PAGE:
Apple has been the big dog on the tablet block, practically defining the industry with the release of its iPad, and while Android is fast on its tale, a third player, HP is hoping to make a dent with a drastically different approach.
HP -- who's acquisition of Palm gave it the high-regarded WebOS software -- believes that its philosophy to the world of tablet software will win out over the paradigms defined by Apple and Google.
HP vice president of developer relations for its "WebOS" software, Richard Kerris, said that its upcoming TouchPad, which uses the WebOS, will make for an environment that app-developers and businesses prefer.
Apple and Google have it wrong, he said.
"I don't think android has done a great job with the honeycomb of tablets," Kerris told Fox Business. "There's a lot of fragmentation for example, and developers are frustrated."
Fragmentation refers to the fact that multiple versions of the Honeycomb software exist. Since the system is open, manufacturers are free to make tweaks to match their own products, but that means developers can never be 100 percent sure what environment their apps will be playing on.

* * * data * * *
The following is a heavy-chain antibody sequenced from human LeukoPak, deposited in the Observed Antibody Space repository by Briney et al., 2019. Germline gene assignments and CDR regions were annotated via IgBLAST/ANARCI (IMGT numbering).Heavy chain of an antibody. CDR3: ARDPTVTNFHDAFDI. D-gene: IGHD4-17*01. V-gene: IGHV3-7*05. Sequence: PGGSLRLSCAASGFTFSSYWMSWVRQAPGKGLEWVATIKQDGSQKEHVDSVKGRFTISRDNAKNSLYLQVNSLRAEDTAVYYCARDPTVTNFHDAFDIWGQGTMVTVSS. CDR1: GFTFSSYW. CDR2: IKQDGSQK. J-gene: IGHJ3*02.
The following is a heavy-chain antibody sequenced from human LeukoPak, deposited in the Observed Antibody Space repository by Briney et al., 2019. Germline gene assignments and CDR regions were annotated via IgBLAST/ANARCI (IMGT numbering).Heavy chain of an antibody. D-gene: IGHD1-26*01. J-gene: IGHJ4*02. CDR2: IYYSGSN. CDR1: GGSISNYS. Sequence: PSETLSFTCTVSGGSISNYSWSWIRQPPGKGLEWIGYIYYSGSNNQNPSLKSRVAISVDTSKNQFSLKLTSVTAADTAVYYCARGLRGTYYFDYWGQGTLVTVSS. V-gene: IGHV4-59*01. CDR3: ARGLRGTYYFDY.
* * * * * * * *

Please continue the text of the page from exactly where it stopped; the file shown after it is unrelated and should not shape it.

It's akin to "the wild wild west," Kerris says, "and it's fragmented and it's anything goes. And that's kind of frustrating to developers. "
Apple on the other hand controls its software and hardware precisely, giving stability to developers, but also curtailing some of the creative process.
"And here we come in the middle. We make our own hardware. We make our own software, and by providing a confident and consistent environment for both developers and customers, they are going to have an experience of one they will really like.
But like Google, Kerris says that HP isn't afraid to open up, and in fact encourages development.
"We support what we call the homebrew community which allows you to go off the beaten path if you want and explore other areas. And some phones or tablets will call that jailbreaking, but not us, we think that's really great to do. So I think we have a nice spot in the middle here."
By Carl W. Brooks